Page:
Our gahmen recently released a series of four short films surrounding the Covid-19 pandemic. Collectively titled ‘As One’, they are inspired by true events and produced by four Singaporean filmmakers.
And if there’s one video you’d have to watch before you hibernate and wait for 2021 to come, it should be one of them, because other than Goody Feed videos (someone send halp), these videos are worth every single minute of your time.
Make sure you’ve a box of tissue paper beside you as you watch them.
Enjoy Your Stay
The short film Enjoy Your Stay is the brainchild of director Taqir Mansor. It highlights the role of the Singapore Tourism Board (STB) in preparing the country for the crisis.
Namely, they had to move rapidly to convert hotels into dedicated Stay Home Notice (SHN) facilities. This allowed Singaporeans to return from overseas and uphold the safety of their own, as well as the people around them.
It was undoubtedly a challenge, especially the constant need to revise their guidelines in the early stages as we learn more about the disease with time.
In Safe Hands
Directed by K. Rajagopal, In Safe Hands features two officers from the Ministry of Manpower (MOM). The short film chronicles their journey as they worked closely with other agencies and NGOs to care for the wellbeing of migrant workers at the dormitories.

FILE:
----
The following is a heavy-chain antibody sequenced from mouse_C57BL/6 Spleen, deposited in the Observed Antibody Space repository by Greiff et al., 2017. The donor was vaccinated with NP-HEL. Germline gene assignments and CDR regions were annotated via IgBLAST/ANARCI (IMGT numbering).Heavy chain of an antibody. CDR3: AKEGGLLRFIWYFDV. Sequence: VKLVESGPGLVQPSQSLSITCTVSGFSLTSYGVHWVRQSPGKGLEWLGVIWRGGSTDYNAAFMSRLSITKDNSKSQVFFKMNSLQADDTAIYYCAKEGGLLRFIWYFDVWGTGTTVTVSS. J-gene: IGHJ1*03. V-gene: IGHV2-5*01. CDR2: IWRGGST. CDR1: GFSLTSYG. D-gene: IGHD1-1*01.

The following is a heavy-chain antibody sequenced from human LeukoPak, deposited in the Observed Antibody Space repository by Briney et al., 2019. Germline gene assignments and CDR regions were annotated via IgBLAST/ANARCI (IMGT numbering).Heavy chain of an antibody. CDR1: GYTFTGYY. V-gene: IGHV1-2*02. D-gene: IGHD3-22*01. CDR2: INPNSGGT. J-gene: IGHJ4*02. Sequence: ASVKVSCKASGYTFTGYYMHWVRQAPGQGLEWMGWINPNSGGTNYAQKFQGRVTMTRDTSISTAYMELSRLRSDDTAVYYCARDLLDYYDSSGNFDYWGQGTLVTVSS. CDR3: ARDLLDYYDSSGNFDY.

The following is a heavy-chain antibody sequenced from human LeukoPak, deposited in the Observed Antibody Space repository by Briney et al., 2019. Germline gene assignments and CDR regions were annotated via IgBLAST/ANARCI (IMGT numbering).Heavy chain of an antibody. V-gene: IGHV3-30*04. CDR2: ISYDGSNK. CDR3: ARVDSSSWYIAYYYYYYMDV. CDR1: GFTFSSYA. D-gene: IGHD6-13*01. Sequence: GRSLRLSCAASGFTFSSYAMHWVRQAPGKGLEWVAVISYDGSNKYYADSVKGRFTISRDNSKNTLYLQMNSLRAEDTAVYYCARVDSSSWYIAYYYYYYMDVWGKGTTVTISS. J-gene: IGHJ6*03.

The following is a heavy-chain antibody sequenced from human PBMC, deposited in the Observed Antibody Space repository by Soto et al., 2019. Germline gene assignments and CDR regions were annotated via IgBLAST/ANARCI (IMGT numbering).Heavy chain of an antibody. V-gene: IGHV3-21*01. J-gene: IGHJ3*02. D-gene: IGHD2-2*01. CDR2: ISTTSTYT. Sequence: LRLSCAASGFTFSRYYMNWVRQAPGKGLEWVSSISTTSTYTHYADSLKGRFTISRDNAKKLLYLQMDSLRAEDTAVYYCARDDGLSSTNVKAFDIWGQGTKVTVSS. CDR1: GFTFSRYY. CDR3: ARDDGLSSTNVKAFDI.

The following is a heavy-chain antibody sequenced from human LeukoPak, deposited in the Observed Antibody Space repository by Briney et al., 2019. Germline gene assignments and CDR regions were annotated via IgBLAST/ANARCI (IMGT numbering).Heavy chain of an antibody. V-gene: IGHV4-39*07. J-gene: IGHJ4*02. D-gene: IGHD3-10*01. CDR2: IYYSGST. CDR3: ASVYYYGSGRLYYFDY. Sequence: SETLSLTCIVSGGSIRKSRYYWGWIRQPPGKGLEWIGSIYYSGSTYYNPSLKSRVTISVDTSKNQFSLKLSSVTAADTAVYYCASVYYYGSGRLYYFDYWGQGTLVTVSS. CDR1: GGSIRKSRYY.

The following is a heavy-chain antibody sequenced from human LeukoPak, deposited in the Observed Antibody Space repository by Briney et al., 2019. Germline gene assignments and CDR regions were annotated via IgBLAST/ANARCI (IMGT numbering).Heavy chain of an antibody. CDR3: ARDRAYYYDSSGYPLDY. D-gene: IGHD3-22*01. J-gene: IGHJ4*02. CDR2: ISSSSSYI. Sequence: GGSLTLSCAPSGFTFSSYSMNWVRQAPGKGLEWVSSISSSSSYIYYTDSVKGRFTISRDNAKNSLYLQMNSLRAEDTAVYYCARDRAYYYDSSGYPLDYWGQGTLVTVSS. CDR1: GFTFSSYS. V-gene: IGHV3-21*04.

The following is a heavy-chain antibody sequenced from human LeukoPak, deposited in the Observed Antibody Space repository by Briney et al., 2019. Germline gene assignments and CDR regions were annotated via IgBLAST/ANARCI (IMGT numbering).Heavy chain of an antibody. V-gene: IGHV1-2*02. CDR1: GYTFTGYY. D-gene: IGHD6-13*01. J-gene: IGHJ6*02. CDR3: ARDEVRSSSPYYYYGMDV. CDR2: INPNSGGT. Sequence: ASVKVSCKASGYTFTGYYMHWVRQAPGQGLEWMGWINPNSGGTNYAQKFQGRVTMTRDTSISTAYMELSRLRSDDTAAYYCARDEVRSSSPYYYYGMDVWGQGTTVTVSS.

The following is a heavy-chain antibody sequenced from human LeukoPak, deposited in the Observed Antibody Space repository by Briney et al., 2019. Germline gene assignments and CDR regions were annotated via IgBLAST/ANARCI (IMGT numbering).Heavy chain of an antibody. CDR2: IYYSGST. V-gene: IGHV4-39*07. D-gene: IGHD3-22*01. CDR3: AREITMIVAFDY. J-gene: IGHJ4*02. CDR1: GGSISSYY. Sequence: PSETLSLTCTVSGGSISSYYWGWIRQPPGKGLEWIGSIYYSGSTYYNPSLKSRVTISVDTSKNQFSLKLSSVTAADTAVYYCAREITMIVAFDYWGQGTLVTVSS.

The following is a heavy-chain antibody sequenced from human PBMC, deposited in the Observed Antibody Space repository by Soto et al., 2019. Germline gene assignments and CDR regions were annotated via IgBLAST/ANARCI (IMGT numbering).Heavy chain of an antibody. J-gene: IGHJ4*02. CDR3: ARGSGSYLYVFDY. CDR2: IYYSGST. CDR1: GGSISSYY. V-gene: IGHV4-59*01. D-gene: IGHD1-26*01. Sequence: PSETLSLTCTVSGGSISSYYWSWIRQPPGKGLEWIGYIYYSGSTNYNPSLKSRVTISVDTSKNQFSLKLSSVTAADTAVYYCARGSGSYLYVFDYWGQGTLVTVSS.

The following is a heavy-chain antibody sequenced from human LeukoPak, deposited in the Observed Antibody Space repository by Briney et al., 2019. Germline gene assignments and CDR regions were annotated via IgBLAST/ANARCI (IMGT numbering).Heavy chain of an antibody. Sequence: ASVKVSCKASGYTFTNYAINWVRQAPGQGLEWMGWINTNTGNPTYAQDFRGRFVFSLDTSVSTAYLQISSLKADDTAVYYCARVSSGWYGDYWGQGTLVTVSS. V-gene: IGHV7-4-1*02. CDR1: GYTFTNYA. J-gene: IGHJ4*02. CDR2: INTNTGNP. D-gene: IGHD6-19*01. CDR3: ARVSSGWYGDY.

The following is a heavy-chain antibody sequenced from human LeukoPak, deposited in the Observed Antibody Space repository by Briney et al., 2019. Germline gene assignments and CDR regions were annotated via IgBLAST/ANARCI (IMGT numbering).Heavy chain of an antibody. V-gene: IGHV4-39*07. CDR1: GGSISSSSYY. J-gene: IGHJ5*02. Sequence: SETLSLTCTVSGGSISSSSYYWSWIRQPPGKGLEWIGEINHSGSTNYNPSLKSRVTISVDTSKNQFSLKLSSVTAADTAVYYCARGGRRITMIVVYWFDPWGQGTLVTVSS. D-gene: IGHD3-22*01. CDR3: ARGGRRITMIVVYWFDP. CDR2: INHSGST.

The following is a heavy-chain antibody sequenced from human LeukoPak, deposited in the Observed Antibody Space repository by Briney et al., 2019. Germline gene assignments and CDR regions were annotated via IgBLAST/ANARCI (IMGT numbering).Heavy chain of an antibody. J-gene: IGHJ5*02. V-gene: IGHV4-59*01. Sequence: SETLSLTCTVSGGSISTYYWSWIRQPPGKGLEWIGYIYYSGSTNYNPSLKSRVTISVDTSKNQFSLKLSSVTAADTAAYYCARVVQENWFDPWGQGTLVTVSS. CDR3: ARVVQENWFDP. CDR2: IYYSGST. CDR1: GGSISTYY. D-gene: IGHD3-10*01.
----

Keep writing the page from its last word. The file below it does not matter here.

Dorm clusters were the main contributors to Singapore’s case numbers during the lockdown period. On the flip side of these staggering statistics, migrant workers faced more stress as they remained prohibited to go out over Phase Two. On top of that, they had to endure abhorrent living conditions, which led to worrisome mental health issues.
The short film showcases governmental efforts to ensure a safe return to work for migrant workers.
Open for Business
Businesses big and small took a direct hit from the pandemic, particularly when the government had to impose a nationwide lockdown.
In order to mitigate the negative economical impacts, the team from GovTech acted fast to develop the SafeEntry system. They also devised protocols alongside businesses that were necessary to enable a safe reopening.
Watch Ellie Ngim’s short film Open for Business to know more about the considerations factored into each policy.
Making the Call
Physical health deterioration is not the only medical emergency to follow the pandemic. Many individuals have also taken an emotional and psychological toll from the pressure and isolation. The National CARE Hotline was hence born in a short notice out of an urgent need to address this hidden threat.
In Making the Call, director Jonathan Choo shines a light on the inspiring story that culminated in this hotline. It required the joint efforts of a team of public officers from the Ministry of Social and Family Development (MSF), the Institute of Mental Health (IMH) and other public agencies.
The hotline is now manned and managed by volunteer psychologists, counsellors, and social workers from the private and community sectors.